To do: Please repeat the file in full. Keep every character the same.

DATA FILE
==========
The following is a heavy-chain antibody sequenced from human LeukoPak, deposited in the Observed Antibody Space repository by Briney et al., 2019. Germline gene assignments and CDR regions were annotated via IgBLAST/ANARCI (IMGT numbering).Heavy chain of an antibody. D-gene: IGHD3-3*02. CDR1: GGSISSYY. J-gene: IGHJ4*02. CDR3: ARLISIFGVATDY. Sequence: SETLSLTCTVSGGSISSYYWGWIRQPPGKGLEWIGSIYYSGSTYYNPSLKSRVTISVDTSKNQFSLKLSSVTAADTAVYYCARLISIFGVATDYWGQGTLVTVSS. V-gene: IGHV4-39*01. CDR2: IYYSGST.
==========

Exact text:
The following is a heavy-chain antibody sequenced from human LeukoPak, deposited in the Observed Antibody Space repository by Briney et al., 2019. Germline gene assignments and CDR regions were annotated via IgBLAST/ANARCI (IMGT numbering).Heavy chain of an antibody. D-gene: IGHD3-3*02. CDR1: GGSISSYY. J-gene: IGHJ4*02. CDR3: ARLISIFGVATDY. Sequence: SETLSLTCTVSGGSISSYYWGWIRQPPGKGLEWIGSIYYSGSTYYNPSLKSRVTISVDTSKNQFSLKLSSVTAADTAVYYCARLISIFGVATDYWGQGTLVTVSS. V-gene: IGHV4-39*01. CDR2: IYYSGST.